iOS Developer Tools
To develop applications for iOS, you need an Intel-based Macintosh computer and the Xcode tools. Xcode is Apple’s suite of development tools that provide support for project management, code editing, building executables, source-level debugging, source-code repository management, performance tuning, and much more. At the center of this suite is the Xcode application itself, which provides the basic source-code development environment. Xcode is not the only tool, though, and the following sections provide an introduction to the key applications you use to develop software for iOS.
The focus of your development experiences is the Xcode application. Xcode is an integrated development environment (IDE) that provides all of the tools you need to create and manage your iOS projects and source files, assemble your user interface, build your code into an executable, and run and debug your code either in iOS Simulator or on a device. Xcode incorporates a number of features to make developing iOS applications easier, including the following:
An integrated editor for creating storyboard and nib files
A context-sensitive inspector for viewing information about selected code symbols
An advanced build system with dependency checking and build rule evaluation
LLVM and Clang support for C, C++, and Objective-C
GCC compilers supporting C, C++, Objective-C, Objective-C++, and other languages
A static analyzer for validating the behavior of your app and identifying potential problems.
Integrated source-level debugging using GDB
Support for DWARF and Stabs debugging information (DWARF debugging information is generated by default for all new projects)
Support for managing iOS development devices.
To create a new iOS application, you start by creating a new project in Xcode. A project manages all of the information associated with your application, including the source files, build settings, and rules needed to put all of the pieces together. The heart of every Xcode project is the project window, shown in Figure A-1. This window provides quick access to all of the key elements of your application. In the Groups & Files list, you manage the files in your project, including the source files and build targets that are created from those source files. In the toolbar, you access commonly used tools and commands. You can then configure the workspace to display the panes you need for editing, navigating your project content, debugging, and obtaining additional information about items.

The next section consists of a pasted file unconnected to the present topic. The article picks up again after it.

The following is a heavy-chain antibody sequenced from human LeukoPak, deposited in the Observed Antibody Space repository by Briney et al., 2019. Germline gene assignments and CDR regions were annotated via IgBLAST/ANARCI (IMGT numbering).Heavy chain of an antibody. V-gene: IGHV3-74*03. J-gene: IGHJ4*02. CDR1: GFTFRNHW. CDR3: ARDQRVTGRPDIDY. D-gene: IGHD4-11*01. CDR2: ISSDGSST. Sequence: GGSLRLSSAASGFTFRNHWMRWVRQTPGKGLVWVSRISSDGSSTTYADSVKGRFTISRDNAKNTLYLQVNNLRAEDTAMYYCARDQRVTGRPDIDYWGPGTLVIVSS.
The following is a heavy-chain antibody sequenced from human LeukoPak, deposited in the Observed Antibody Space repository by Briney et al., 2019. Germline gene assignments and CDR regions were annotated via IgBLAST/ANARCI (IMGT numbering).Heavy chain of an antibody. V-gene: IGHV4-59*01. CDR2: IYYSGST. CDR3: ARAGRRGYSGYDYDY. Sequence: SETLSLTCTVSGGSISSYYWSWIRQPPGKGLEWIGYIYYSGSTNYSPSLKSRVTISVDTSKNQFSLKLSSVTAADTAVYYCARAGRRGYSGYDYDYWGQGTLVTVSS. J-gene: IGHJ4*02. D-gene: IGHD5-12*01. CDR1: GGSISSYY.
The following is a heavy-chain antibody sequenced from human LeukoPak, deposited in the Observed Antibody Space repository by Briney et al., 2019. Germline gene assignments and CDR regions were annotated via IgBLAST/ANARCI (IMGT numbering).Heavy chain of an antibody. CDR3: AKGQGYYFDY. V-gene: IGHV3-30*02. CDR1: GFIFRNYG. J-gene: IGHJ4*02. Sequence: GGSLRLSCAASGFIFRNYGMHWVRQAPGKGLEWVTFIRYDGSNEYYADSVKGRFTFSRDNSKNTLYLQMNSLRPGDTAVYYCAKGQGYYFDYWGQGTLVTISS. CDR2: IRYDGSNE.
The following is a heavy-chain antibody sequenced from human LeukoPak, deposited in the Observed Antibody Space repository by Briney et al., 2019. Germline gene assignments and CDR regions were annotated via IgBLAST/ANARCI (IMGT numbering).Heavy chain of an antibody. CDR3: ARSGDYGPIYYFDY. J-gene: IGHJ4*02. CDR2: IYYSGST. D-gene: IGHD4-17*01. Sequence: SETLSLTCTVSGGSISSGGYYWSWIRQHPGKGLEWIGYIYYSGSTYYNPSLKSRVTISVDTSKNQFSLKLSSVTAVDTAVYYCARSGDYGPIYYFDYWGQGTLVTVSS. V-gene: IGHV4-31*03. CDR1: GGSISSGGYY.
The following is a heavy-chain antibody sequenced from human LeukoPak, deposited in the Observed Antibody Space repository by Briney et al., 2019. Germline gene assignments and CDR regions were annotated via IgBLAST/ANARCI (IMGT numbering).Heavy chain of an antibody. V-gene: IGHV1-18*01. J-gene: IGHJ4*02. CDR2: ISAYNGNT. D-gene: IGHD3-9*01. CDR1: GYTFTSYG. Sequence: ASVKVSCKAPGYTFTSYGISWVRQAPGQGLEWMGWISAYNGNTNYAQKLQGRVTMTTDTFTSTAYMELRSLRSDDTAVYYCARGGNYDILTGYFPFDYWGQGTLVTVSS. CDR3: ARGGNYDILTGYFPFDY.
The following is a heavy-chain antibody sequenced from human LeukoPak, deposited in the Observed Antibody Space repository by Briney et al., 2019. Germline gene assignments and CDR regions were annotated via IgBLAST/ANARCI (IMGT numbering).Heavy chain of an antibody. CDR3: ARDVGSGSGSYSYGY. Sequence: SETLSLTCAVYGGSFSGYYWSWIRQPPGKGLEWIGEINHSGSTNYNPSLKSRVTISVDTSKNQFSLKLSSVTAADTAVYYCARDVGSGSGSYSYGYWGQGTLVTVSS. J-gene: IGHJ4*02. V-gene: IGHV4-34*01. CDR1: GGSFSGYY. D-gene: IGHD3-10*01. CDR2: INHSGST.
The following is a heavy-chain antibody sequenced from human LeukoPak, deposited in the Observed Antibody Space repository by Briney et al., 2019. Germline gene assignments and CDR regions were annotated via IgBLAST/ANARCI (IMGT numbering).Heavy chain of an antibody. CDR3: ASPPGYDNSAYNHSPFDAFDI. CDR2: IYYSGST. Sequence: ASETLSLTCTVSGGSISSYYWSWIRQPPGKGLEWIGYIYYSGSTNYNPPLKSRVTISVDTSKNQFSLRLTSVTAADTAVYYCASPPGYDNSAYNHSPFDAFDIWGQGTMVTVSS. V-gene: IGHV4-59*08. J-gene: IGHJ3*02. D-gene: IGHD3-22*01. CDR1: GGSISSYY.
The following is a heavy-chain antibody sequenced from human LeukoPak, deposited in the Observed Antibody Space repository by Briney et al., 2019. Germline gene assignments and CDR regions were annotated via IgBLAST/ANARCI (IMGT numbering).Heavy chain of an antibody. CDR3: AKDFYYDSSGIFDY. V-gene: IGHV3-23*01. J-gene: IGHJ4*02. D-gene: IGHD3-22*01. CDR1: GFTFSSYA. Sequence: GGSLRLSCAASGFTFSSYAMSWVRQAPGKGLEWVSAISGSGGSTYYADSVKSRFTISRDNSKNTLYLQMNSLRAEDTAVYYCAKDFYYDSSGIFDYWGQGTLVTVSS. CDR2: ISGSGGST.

When you build your application in Xcode, you have a choice of building it for iOS Simulator or for a device. Simulator provides a local environment for testing your applications to make sure they behave essentially the way you want. After you are satisfied with your application’s basic behavior, you can tell Xcode to build your application and run it on an iOS-based device connected to your computer. Running your application on a device provides the ultimate test environment, and Xcode lets you attach the built-in debugger to the code running there.
For details on how to build and run your project on iOS, see Tools Workflow Guide for iOS. For more information about the Xcode environment, see Xcode User Guide.